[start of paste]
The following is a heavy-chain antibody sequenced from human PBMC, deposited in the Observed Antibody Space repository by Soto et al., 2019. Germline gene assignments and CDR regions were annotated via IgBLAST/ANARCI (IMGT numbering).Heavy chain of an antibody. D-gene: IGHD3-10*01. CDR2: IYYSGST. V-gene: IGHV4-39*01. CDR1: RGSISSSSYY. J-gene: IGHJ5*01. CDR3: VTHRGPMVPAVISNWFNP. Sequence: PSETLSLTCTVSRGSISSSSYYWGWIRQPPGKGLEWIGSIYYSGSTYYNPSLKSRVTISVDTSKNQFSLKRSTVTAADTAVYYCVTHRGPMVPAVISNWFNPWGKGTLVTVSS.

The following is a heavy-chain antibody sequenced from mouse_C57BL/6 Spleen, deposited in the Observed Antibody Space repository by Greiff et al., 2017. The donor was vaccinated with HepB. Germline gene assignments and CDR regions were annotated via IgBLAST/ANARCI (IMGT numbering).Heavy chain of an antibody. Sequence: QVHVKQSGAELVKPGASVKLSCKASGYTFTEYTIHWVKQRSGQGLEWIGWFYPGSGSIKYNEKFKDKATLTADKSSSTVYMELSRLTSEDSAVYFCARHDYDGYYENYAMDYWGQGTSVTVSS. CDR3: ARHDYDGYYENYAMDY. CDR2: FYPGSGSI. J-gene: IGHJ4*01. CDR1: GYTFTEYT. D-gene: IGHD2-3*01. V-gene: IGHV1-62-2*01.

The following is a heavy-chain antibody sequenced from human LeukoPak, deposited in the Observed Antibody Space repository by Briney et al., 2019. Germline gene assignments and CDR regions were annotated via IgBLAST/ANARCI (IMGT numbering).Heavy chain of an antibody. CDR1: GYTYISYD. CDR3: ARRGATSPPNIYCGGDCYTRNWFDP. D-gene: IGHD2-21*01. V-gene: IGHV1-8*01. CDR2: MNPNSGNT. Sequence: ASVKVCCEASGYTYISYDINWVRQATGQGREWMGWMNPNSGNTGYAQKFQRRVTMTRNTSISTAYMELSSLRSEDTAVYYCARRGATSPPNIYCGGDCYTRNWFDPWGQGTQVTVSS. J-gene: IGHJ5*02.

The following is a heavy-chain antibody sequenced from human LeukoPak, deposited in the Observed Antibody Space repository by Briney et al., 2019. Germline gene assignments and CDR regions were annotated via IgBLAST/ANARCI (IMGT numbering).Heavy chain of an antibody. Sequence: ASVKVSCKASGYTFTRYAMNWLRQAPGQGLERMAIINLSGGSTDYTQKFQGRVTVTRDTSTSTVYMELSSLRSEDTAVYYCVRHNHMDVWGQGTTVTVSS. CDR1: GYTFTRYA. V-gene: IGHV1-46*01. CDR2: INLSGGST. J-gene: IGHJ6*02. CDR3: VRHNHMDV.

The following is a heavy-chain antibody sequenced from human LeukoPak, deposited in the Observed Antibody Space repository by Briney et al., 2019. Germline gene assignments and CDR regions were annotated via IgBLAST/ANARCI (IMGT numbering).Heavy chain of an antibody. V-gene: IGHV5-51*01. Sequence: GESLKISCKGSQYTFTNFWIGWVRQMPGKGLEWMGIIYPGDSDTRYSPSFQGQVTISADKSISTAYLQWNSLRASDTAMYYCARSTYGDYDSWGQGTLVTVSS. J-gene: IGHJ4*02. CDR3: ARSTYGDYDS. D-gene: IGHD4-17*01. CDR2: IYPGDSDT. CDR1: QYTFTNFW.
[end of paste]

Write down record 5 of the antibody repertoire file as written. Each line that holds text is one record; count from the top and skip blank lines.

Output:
The following is a heavy-chain antibody sequenced from human LeukoPak, deposited in the Observed Antibody Space repository by Briney et al., 2019. Germline gene assignments and CDR regions were annotated via IgBLAST/ANARCI (IMGT numbering).Heavy chain of an antibody. V-gene: IGHV5-51*01. Sequence: GESLKISCKGSQYTFTNFWIGWVRQMPGKGLEWMGIIYPGDSDTRYSPSFQGQVTISADKSISTAYLQWNSLRASDTAMYYCARSTYGDYDSWGQGTLVTVSS. J-gene: IGHJ4*02. CDR3: ARSTYGDYDS. D-gene: IGHD4-17*01. CDR2: IYPGDSDT. CDR1: QYTFTNFW.